This lovely home gives several indications that it was built by J.L. Cochran in 1898-99. No architect’s name appears on the permit, which was typical of the way Cochran managed development of his third addition. The double front gable design matches a home on the next block that was built for Cochran. The gable is shingled and curved to the attic window. On the south side of the building, the triple stacked bay windows are similar to those on three other homes built in 1898. These homes were illustrated in J.L. Cochran’s booklet, “A Home By the Lake,” which was published in 1899 to attract buyers to his Edgewater development. By that time the name Edgewater had become quite popular and other developers, such as Cairnduff just north of Ridge, were also using the Edgewater name.
This home was built on a 50’ lot, one of the two sizes Cochran offered. The front walk is brick, old Chicago, street paving. The front porch does not appear original because of the enclosure of the lower half below the handrail. Also, the pillars are posts of a somewhat smaller dimension than was typical at the time. The shape of the porch is quite unusual with an angled corner. Like many porches in the Lakewood Balmoral area, this one was screened in for summertime use. The current owners have removed the screens.
The entrance doors are original and welcoming with glass above and panels below in old pine. The double hallway arrangement was popular as a way to prevent the cold Chicago winter from entering the home. The pine wood indicates the home was built before oak became the wood of choice. Often the pine was stained dark to give the appearance of walnut or mahogany. The pine probably came from the virgin forests of Michigan, as Chicago was the center of lumber trade for some decades. In the reception hall, you will see a beautiful wooden staircase with carved newel post and straight stick balusters. This design may indicate how the original front porch might have looked.
Standing in the hall, you will notice the top nailed flooring, another indication that the home was built before 1900. Each room of the original first floor has a different inlaid border design of two to five different woods. Any carpet placed in the room was supposed to allow the border to show. The plan of the home includes a double parlor which has been opened up to be one larger room. The back parlor has a bay window. This floor plan is one of the larger formats for the homes built in the area as some homes have only one parlor. The dining room is opposite the back parlor and it too has a bay window and the original floors. The chandelier is a well traveled antique that was made in Spain but came by way of Colorado. On the walls is a fleur-de-lis stamped design that is repeated in a window you will see later. From the dining room, you will move through a doorway which was once the entrance to the kitchen of the home. Now the doorway leads to a new addition that was done in 1991 by the current owner of the home. She has designed it to function as a kitchen/great-room with a marble fireplace, seating area, casual dining area and a side exit to the garden. The high ceiling and large south facing windows create a space that is bright and inviting. The bay window and transom echo details found in the original part of the house. This room connects to the master bedroom suite above.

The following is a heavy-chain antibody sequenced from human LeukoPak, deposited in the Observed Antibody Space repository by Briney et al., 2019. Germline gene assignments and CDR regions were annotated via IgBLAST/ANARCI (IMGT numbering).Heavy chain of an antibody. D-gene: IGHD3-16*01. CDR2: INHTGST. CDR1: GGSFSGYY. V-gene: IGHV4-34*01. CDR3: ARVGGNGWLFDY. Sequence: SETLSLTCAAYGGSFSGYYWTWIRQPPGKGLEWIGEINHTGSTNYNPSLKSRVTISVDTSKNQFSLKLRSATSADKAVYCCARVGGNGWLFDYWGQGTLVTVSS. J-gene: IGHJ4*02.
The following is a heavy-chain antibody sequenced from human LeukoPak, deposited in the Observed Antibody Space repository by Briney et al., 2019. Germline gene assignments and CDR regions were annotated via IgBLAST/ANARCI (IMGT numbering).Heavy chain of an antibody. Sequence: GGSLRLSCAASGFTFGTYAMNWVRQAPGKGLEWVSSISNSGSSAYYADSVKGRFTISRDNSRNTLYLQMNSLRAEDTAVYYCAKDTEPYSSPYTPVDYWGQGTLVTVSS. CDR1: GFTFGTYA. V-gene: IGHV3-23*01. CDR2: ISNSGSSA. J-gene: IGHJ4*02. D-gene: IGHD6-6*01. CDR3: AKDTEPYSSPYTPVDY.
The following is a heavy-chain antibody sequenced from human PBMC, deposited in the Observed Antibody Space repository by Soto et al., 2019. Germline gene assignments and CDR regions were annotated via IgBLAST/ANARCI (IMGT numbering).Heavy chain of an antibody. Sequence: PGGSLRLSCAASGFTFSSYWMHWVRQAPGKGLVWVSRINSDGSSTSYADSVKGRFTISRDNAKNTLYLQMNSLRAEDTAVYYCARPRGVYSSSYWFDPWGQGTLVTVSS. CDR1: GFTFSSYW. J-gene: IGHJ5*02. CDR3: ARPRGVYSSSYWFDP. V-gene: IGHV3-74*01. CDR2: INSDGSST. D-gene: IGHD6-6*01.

The upstairs shows the contrast between what was the norm in 1898 and what is the norm in the 1990s. The master suite features French doors overlooking the garden, a cathedral ceiling and a limestone bath. After you see the master bedroom, you will walk forward to the main staircase. The other bedrooms in the home are in their original size. All the doorways have transoms. The hallway floor is oak and quite a bit narrower than in the addition. The woodwork is pine painted white, which was typical of the treatment of wood moldings on the second floor of most older homes. As you descend the staircase, you will see a beautiful stained glass window at the landing. The design, which is both geometric and organic, has some basis in the fleur-de-lis design. The glasswork is comparable to the stained glasswork in many of the homes in the area that were built by Cochran.